Margaret Ritchie: 'Breast cancer treatment is very draining but I have had such a lot of support from all my family as well as the wider community and that has been very precious to me ... I really want to publicly thank all those people'
The SDLP's Margaret Ritchie opens up about the shock of chemo, her frustration at the Stormont impasse and her fears over the impact of Brexit
Margaret Ritchie (60) was the first woman to lead a major political party in Northern Ireland when she was elected SDLP leader in 2010. Before that she'd been Minister for Social Development in the Stormont Assembly from 2007. She was MP for South Down from 2010 until 2017. In recent months she has revealed that she has been battling breast cancer for which she is still receiving treatment.
Here she talks about the "precious" support she's received from family, friends and members of the wider public - and her disappointment that her illness prevented her from travelling to see Pope Francis.
She also discusses Brexit and how it could impact on the local fishing industry. She decries what she describes as a "winner takes it all" attitude in the current political impasse. And speaking of ABBA song titles... how she relaxes with movies like Mamma Mia.
QWhere were you born and brought up?
AI was born in 1958 in the old Downe Hospital in Downpatrick. From childhood I was always interested in politics. My family weren't particularly political although there would have been an interest.
My dad's cousin was a councillor in Downpatrick for the SDLP. And I also think my interest in politics was sparked by the Civil Rights campaign. I was 11 at that time in 1969 and I remember it well. Even at school-age I always read the papers. I was always more interested in the news than Crossroads or Coronation Street.
My late parents, John and Rose, were both psychiatric nurses. I have one brother and he's also a nurse. My dad was a nurse in the Downshire Hospital and my mum was too until she got married. She had to give up work at that point because back then, in the 1950s, a married woman couldn't be employed in the job. Nowadays, of course, that seems so unfair. My upbringing was very much working class. We lived in social housing in the countryside. My parents eventually bought their house off the council and they renovated it. I still live there. I'm not married and I don't have children. I think I wouldn't know what to do with children if I'd had them!
At 18, I went to Queen's where I did a degree in geography and political science. For most of my adult life I've worked in politics. I was first elected as a councillor to Down Council in May 1985, then I went to work for Eddie (the late Eddie McGrady MP) in 1987. I was elected to the Assembly myself in 2003. I was Minister for Social Development in the Assembly. I was elected leader of the SDLP in 2010 and later that same year elected MP for South Down. Unfortunately I lost my seat in 2017.
QA few months after you lost your Westminster seat you were diagnosed with breast cancer. That must have been such a difficult time for you. How are you now?
AThat was a difficult time for me. After I lost my seat I had decided to do something, to use the skills that I'd gained over the years. But then, in February of this year, I was due for my three-year mammogram. So I went for that. I was called back and diagnosed with breast cancer. I had a mastectomy and I've since had chemo - six sessions of chemotherapy. And I'm now getting radiotherapy.
That's actually a bigger shock to your body and to you - to your family and to yourself. Because you've got to get your head around it and do so very quickly. I'm being very positive. My treatment will finish on September 17 and then I want to get on with my life. I've had such a lot of support from my family and from the wider community and that has been very precious to me.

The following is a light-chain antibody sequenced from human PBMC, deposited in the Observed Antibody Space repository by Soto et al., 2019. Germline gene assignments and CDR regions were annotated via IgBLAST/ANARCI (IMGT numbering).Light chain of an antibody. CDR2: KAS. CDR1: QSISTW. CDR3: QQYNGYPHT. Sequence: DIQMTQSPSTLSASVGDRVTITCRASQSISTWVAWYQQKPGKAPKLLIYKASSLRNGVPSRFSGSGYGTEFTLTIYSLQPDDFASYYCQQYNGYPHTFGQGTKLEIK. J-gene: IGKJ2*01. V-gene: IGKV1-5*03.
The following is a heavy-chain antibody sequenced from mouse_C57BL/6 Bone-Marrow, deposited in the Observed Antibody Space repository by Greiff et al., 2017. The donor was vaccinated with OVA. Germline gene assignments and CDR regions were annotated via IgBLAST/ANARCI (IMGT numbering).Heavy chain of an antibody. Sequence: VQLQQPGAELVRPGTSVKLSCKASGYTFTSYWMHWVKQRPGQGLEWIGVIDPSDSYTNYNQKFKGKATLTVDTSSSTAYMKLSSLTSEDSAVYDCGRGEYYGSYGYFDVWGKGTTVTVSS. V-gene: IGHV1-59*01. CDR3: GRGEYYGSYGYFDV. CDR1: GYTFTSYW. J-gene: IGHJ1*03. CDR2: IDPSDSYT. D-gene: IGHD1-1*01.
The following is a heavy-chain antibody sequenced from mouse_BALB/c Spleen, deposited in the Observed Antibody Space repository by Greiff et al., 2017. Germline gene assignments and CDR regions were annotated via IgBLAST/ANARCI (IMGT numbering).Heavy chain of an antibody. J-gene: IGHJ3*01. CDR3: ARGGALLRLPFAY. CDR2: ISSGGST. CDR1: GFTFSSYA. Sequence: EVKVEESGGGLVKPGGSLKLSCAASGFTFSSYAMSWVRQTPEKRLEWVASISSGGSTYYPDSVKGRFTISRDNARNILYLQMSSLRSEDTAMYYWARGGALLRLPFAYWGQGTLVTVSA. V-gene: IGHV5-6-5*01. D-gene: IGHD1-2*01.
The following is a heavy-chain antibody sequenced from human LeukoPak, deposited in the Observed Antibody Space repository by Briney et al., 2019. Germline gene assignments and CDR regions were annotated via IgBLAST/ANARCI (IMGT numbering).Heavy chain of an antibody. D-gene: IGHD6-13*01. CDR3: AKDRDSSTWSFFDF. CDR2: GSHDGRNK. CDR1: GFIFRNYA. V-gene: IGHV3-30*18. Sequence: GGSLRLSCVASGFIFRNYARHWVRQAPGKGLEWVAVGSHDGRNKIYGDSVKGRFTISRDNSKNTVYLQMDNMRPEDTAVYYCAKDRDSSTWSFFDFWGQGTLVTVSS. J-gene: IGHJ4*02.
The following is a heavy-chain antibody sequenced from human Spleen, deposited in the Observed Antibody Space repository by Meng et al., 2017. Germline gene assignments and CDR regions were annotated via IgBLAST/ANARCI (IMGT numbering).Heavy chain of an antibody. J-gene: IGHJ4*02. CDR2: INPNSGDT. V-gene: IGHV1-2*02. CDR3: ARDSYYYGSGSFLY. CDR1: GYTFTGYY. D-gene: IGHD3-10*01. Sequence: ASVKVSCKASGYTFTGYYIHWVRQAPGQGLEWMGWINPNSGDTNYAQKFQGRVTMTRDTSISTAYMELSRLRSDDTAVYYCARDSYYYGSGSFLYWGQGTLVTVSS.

The one thing I really want to do is publicly thank all those people. And also to say to women: "Seize every opportunity you have for screening." Because screening is so important. So take up those offers. The treatment I'm having now is draining.
The last couple of chemo made me extremely tired. All you want to do is lie down. And it impacts on your joints so it's important that you walk. But how do you walk when your joints won't let you? But you're told to rest as well, so it's a combination of all those things. I've lost my hair. When I began to lose my hair in the shower I made a conscious decision to go off to the hairdresser's and just get it shaved off. But I've noticed it is now slightly growing back.
QDid you go to see the Pope during his recent visit to Ireland?
AI wanted to but I wasn't able to. I have to stay away from crowds because there's the potential for infection because your immune system is quite low. I'd love to have been able to go but obviously I wasn't able. A lot of my neighbours and friends went and as well as the liturgical experience they also had a very good day out. A once-in-a-lifetime opportunity. They had to walk quite a distance though. And I couldn't have walked.
QDUP leader Arlene Foster said she wasn't able to attend because she was on a family holiday. She also said that the invitation had been sent to her personally so it would have been inappropriate for someone else to represent the party. Do you think she should have gone or sent someone in her stead?
AWhen you get an invitation like that I think it's partly about the opportunity to show respect, so I think she would have been better to go.
I know she's said she couldn't go and the invitation was directed to her but the same invitation was directed to other leaders and when they couldn't go they appointed deputies to go in their place.
It would have been better for her to have been there or for somebody to have been there in her place. Ireland has moved on both north and south and I think it's part of leadership and about trying to reach a level of mutual understanding.
She didn't have to be there for the liturgical part. But I do think it would have been important for her to be there or to have been represented.
QAs a former MLA and Assembly minister what are your views on the current impasse at Stormont?
AI think it's totally unacceptable. People are not being properly represented. My SDLP colleagues and others who want to do a proper job as legislators are not being given the opportunity to do so and there are necessary decisions that require ministerial, strategic and policy direction that have not been taken.